California’s CCPA/CPRA


First major US data privacy law in effect in California

On January 1, 2020, California became the first state to enact a comprehensive US data privacy law when the California Consumer Privacy Act (CCPA) took effect.

Unlike Virginia’s CDPA that flew through the state’s legislatures, the Alastair McTaggart of Californians for Consumer Privacy, who drafted an early version of the CCPA as a ballot initiative meant to be included in the 2018 November election.

After heavy industry lobbying, the initiative was watered down and co-written, sponsored, passed unanimously and signed into law on Thursday June 28, 2018.

Breaking new waves in the US data privacy law landscape, California’s CCPA is the first to empower residents with several rights over their personal information, chief among them the right to opt out of having it sold to third parties (the now-famous requirement for a Do Not Sell link on your website).

This opt out right has become a model for both Virginia’s CDPA and most other US data privacy laws in draft at this moment, and it categorically sets the overall US data privacy law landscape apart from the EU’s General Data Protection Regulation, which operates on a prior consent model – requiring first the explicit consent of users before any personal data can be processed, as opposed to California’s (and Virginia’s) model of post-collection opt outs.



California's CCPA was the first US data privacy law to be passed.

As the first US data privacy law to come into effect, California’s CCPA sparked change across the nation.



Then, in the 2020 General Election, the addendum California Privacy Rights Act (CPRA) was passed as a ballot initiative, bypassing the state legislature that had crafted the CCPA two years before, and now waiting to take effect on January 1, 2023.

California’s CPRA amends and expands the CCPA, e.g. changing the scope to exclude smaller businesses but include larger companies, specifying regulation of behavioral advertisement in the state, empowering California residents with four new data rights, establishing the California Privacy Protection Agency (CPPA) as lead enforcer in the state (rather than the Attorney General) and creates the category of sensitive personal information with stronger protections.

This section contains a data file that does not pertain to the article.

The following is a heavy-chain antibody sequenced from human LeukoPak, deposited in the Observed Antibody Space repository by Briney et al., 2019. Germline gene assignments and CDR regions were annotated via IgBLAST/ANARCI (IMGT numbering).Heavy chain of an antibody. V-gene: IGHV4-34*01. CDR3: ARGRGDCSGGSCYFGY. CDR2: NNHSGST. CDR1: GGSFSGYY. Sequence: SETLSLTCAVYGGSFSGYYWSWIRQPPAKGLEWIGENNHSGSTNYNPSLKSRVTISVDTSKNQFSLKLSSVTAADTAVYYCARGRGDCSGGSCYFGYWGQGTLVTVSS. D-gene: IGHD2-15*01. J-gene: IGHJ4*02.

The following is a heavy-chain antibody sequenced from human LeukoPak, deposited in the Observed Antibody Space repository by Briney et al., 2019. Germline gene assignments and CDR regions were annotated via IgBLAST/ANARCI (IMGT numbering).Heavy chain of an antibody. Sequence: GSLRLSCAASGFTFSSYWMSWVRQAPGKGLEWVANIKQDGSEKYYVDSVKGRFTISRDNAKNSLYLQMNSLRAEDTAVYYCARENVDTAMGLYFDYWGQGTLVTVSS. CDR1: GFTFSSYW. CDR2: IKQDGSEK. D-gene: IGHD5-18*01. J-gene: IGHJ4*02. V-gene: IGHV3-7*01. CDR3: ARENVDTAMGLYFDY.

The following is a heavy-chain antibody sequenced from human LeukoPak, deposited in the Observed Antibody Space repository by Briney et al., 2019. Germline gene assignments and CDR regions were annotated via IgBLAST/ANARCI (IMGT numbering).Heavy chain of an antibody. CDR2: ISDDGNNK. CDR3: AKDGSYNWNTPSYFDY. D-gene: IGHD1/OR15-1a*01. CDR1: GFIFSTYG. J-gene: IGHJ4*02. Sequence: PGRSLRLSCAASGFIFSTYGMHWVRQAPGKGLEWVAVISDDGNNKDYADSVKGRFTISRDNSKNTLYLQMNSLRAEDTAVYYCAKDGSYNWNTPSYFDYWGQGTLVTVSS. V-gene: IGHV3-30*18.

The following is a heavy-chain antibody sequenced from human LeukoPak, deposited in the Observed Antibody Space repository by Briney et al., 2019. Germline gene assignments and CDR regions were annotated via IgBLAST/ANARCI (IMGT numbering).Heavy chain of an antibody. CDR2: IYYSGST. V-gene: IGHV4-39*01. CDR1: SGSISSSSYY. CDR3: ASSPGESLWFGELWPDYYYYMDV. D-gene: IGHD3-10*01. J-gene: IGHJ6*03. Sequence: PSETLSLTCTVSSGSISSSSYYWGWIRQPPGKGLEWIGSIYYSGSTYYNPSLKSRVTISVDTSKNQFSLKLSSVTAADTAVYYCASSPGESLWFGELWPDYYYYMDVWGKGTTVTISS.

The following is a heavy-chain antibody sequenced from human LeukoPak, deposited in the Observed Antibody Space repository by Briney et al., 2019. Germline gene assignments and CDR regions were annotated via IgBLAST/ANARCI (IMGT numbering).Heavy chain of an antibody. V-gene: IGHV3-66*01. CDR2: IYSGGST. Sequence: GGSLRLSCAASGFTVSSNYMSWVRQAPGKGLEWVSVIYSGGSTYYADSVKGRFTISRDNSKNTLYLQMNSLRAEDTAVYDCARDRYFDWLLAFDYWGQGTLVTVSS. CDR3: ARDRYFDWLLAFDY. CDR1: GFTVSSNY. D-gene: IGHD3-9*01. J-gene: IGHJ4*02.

Together, California’s CCPA/CPRA setup –

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Learn more about the California Privacy Rights Act (CPRA)

Learn more about California’s CCPA and website cookies

Learn more about California’s CCPA and personal information

Learn more about California’s CCPA and end-user rights


US data privacy laws on the way


US data privacy laws on the horizon and what they entail

Let’s look at two of the most prominent draft state bills that could be close to being passed, giving us a good overall indication of where the wave of US data privacy law is heading, how it’s spilling over the country and what shapes it takes from state to state.


Washington’s Privacy Act (WPA)

Washington state currently has two draft US data privacy laws in legislative process, of which the Washington Privacy Act (WPA) is receiving most attention. It is the third time that the Washington Privacy Act tries to get through the state legislature, having failed the first two times.

It looks to both California’s CCPA/CPRA and the EU’s GDPR for provisions, making it similar to Virginia’s CDPA in some ways.



Washington Privacy Act could become the next major US data privacy law.

Could Washington’s Privacy Act become the third comprehensive US data privacy law to be enacted?



Washington’s Privacy Act quick breakdown

On April 11, 2021, the Washington Privacy Act (WPA) failed to pass the House of Representatives, putting the draft US data privacy law at risk of failing for a third year in a row if it doesn’t get passed before April 25, the last day of Washington’s 2021 legislative session.

While everybody holds their breath in Washington, let’s look at another prominent US data privacy law emerging in Oklahoma that would introduce a whole new framework for end-user data protection in America.


See the Washington Privacy Act law text and current bill status

See IAPP’s US data privacy law comparison map

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Oklahoma’s Computer Data Privacy Act (OCDPA)

Another state moving closer to getting its own US data privacy law is Oklahoma. In early March 2021, Oklahoma’s OCDPA passed its third reading in the state legislature and is currently under Senate consideration.



Oklahoma's OCDPA could also become the next US data privacy law.

Oklahoma’s OCDPA would bring end-user prior consent into US data privacy law as a first.